The main focus for a Fear Free Veterinary practice is the emotional well-being of everyone involved with the pet’s health (the pet, the pet’s owner, the practitioner, & the practice team).  This is the number one goal, after all why do we own pets except to love and care for them.  As veterinarians and technicians we have an interest in medicine because of our love for animals.  This means that we want what is best for your pet.

                If you have been to the Albert Lea Veterinary Clinic in the last few months, you probably noticed that we have been going through some renovations.  Our clinic is working on making our building Fear Free for our pets and clients.  This includes having colors that please pets and people, having higher friction flooring for less slipping, and having two different kennel areas to separate dogs and cats if they are spending the night with us.  We now have two exam rooms so we are better able to get you and your pet out of the waiting room where much of the activity is happening and into a pheromone dosed room away from other pet interaction, all of which decreases stress and fear.

                During your pet’s medical exam, you may also notice some new things.  We now have non-slip covers on our tables which are not only a barrier between your pets fur and the cold stainless steel but are also a way to make the pet feel more stable while being examined.  Treats are given during the exam not only to keep the pet’s attention away from what the doctor is doing but also to help train them to be comfortable with being touched and looked at.  Positive reinforcement!

                 Another thing we are trying to implement is to use less stressful restraint techniques when we handle your pets.  Towels are a great tool to help restrain a pet and with pheromones on it, it can help calm them.  Pheromones are natural scents from dogs or cats that are put into a spray or a room diffuser.  We use them here at the clinic and we also have them for sale so you can use them in your car and home.  When pets smell these it makes them feel safe, just like they feel at home.  Safe and comfortable with their surroundings.  Although it rarely happens, if the pet is extremely stressed, the veterinarian may decide to sedate your pet or reschedule the appointment for another time.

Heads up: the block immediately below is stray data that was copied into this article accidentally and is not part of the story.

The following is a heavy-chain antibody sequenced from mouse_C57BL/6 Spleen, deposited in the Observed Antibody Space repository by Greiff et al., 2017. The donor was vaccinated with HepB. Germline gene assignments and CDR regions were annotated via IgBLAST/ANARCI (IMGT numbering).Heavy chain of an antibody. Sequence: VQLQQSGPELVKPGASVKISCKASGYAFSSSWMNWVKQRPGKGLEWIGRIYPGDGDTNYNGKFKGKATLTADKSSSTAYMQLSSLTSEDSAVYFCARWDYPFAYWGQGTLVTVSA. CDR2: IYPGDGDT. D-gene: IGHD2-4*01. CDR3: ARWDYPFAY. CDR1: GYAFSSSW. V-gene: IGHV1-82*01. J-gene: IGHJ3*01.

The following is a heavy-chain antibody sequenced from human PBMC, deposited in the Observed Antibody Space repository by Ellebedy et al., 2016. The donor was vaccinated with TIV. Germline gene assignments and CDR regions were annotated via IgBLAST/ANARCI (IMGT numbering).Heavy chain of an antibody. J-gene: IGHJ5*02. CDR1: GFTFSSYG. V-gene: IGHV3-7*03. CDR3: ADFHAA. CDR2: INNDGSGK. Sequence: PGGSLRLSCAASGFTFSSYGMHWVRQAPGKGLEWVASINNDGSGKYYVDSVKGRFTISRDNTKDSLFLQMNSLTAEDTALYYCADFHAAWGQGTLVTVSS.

There are some things you can do for your pets to help them be Fear Free also.  If your pet cringes when the carrier comes out, try taking it out several days before the vet visit and feed high value treats* in it.  You could also leave it out all the time and let it be your pet’s “safe spot.”  Do you have pets that hate to be separated from one another?  Take them both to the vet at the same time.  The one will get examined and attended to, but both will get treats.  Another great thing owners can do is to bring their pet into the clinic hungry.  When they are hungry they are more apt to want to take treats from us.  Bringing your own treats from home also helps greatly to calm your pet because it’s familiar to them.

                Because we take our time, the pace of the Fear Free exam is slower than the assembly line like appointments that you may be used to, but it is important for your pet to be anxiety free.  Pets that go to a veterinary clinic in a fearful state or that become fearful after they get there, are actually being trained to have a negative experience the next time.  Like PTSD, these pets don’t need to get as far as the medical exam before they feel anxious or afraid.  They may get fearful from just seeing the carrier coming out or from being loaded into the car.  I often hear owners say, “Sparky knows we are going to the vet when I pull out the carrier” or “Sparky starts acting nervous when we pull into the parking lot.”  We do not want pets to be anxious, but we do want them to be happy to come to the clinic to see us.  Having a stress free, positive veterinary visit puts your pet on the road to success.  Following positive visits, future visits become increasingly easier and more enjoyable for everyone.

Fur you, and your pet too!  Until next time…

Dr. Heather

*High value treats are treats that your pet loves.  Treats that motivate them more than others.  Pets, like people, are unique and you’ll have to find what works for your pet.  Some high value treat ideas are sliced deli meats such as chicken, ham, or turkey as well as tuna, cheeses, and peanut butter. Some pets prefer breads or fruits and vegetables such as apples or carrots.  Our ‘Pet Library‘ on our website has an article called, ‘People Foods to Avoid Feeding Your Pets’ that you can read if you’re concerned about certain foods.